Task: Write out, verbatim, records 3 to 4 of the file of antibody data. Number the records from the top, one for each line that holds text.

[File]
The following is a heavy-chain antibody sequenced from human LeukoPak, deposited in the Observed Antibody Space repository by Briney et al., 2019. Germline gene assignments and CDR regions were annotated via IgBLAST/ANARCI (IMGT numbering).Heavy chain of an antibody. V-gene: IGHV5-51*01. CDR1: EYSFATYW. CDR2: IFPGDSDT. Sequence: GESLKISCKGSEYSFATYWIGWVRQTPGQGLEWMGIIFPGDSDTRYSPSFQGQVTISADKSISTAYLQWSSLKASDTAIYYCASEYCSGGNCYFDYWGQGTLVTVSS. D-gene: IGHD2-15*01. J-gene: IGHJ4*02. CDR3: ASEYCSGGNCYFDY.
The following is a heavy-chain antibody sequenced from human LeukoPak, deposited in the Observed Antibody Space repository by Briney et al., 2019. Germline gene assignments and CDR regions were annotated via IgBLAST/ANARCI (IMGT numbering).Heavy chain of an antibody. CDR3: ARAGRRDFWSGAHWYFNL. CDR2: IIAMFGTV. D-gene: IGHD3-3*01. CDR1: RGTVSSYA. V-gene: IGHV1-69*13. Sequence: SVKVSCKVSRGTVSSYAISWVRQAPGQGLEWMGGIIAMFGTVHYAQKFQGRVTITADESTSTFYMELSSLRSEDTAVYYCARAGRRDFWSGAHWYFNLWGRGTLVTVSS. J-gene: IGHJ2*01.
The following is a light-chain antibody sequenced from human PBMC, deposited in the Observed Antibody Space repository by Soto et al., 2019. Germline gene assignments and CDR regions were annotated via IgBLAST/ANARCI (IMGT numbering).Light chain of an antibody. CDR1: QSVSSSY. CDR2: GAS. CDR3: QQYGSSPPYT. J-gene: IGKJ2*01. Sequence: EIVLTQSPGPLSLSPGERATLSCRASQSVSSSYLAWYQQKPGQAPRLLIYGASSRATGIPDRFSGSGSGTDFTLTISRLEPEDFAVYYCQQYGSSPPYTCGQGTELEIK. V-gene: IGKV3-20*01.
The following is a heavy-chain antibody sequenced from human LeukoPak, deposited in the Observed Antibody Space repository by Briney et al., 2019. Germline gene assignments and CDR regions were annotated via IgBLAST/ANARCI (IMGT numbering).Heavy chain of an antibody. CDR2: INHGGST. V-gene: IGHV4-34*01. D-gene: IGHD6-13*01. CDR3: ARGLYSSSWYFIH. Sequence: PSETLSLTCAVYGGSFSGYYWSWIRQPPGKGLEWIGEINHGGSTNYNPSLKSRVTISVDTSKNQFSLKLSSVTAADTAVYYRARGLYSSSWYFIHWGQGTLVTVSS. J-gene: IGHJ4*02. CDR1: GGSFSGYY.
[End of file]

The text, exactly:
The following is a light-chain antibody sequenced from human PBMC, deposited in the Observed Antibody Space repository by Soto et al., 2019. Germline gene assignments and CDR regions were annotated via IgBLAST/ANARCI (IMGT numbering).Light chain of an antibody. CDR1: QSVSSSY. CDR2: GAS. CDR3: QQYGSSPPYT. J-gene: IGKJ2*01. Sequence: EIVLTQSPGPLSLSPGERATLSCRASQSVSSSYLAWYQQKPGQAPRLLIYGASSRATGIPDRFSGSGSGTDFTLTISRLEPEDFAVYYCQQYGSSPPYTCGQGTELEIK. V-gene: IGKV3-20*01.
The following is a heavy-chain antibody sequenced from human LeukoPak, deposited in the Observed Antibody Space repository by Briney et al., 2019. Germline gene assignments and CDR regions were annotated via IgBLAST/ANARCI (IMGT numbering).Heavy chain of an antibody. CDR2: INHGGST. V-gene: IGHV4-34*01. D-gene: IGHD6-13*01. CDR3: ARGLYSSSWYFIH. Sequence: PSETLSLTCAVYGGSFSGYYWSWIRQPPGKGLEWIGEINHGGSTNYNPSLKSRVTISVDTSKNQFSLKLSSVTAADTAVYYRARGLYSSSWYFIHWGQGTLVTVSS. J-gene: IGHJ4*02. CDR1: GGSFSGYY.